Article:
By Henry De Groot
From California to Massachusetts
In California, Uber and Lyft are spending more than 100 million dollars on a ballot initiative to strip drivers of their rights. Just a year ago, rideshare drivers in California were able to win Assembly Bill 5, or AB5, which made it clear that drivers are employees entitled to benefits, NOT independent contractors. The corporate-funded “Yes on Proposition 22” campaign threatens to roll back this legislation and keep drivers working for poverty wages, with no benefits or path to unionization.
This summer when a California judge ruled that Uber and Lyft must immediately reclassify their drivers, the companies threatened to shut down their operations in that state. With this threat in mind, the appeals court overruled the first judge, allowing Uber and Lyft to continue operating in violation of the law.
With similar legal action pending in the Bay State, Massachusetts could be next. Our own version of AB5 has been on the books since 2004, and the Boston Independent Drivers Guild was recently successful in pressuring Attorney General Maura Healey to bring a case against Uber and Lyft, adding to two on-going private suits in the 1st and 9th circuit courts. A judge in any one of these cases could soon issue an injunction ordering Uber and Lyft to immediately reclassify drivers; in response, these companies may again threaten to shut down their operations.
Threatening to suspend rideshare is not a joke. Like it or not, Uber and Lyft are now essential features of our transportation system. Many doctors, nurses, and other front-line workers use rideshare to get to work, and I have personally delivered patients to the ER because they could not afford an ambulance. Uber and Lyft drivers are at the heart of keeping our essential services running during this pandemic.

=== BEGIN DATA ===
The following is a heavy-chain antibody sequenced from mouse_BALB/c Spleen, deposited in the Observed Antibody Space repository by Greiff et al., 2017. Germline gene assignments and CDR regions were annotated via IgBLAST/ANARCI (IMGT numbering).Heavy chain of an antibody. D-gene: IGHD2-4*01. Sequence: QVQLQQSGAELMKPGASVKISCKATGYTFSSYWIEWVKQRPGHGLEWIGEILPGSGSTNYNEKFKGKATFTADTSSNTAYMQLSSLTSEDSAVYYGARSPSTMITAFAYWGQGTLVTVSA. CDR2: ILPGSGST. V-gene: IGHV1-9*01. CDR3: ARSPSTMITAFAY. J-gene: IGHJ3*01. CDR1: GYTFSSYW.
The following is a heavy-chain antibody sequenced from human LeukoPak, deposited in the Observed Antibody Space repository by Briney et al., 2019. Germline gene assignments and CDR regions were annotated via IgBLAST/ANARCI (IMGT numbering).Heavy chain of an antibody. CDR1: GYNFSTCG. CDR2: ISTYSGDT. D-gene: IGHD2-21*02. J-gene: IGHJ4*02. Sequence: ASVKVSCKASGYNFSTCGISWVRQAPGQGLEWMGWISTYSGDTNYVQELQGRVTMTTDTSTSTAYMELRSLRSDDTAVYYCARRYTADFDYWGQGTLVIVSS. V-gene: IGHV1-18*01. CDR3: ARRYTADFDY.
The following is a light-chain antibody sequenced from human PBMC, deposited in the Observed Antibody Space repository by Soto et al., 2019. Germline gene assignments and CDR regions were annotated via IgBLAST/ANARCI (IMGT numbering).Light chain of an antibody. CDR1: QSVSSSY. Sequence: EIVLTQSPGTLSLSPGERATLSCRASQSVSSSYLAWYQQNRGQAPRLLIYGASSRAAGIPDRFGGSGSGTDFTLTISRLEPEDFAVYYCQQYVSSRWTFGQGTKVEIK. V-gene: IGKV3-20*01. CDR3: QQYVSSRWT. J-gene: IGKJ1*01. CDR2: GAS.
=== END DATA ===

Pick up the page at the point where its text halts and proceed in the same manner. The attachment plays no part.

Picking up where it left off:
Unlike in California, Uber and Lyft are not currently running a ballot initiative. But they may use their considerable financial resources to lean on Massachusetts legislators in the hopes of winning a carve-out from our law banning misclassification of employees. It is only a matter of time before Uber and Lyft are fighting in Massachusetts to keep drivers down. We cannot wait for Uber and Lyft to bankroll a corporate counter-attack. Drivers and their allies must take the fight to big tech.
How did Massachusetts workers win in the past?
So what is the way forward to win real change for drivers here in Massachusetts? It is worth considering how workers in the past have organized to win better wages and working conditions.
Perhaps the most famous strike in Massachusetts is the 1912 Lawrence textile strike, also known as the Bread and Roses strike. Like rideshare drivers, Lawrence textile workers were a largely immigrant workforce that the rest of the labor movement wrote off as “un-organizable.” But after the bosses cut these workers’ pay, the workers were ready to fight back. International Workers of the World (IWW) organizers and Socialist Party members quickly built a strike committee of 56, with 4 representatives each of the 14 main nationalities. This committee united the angry workers and launched a strike which quickly shut down every mill in the city, involving more than 20,000 workers speaking over 40 different languages.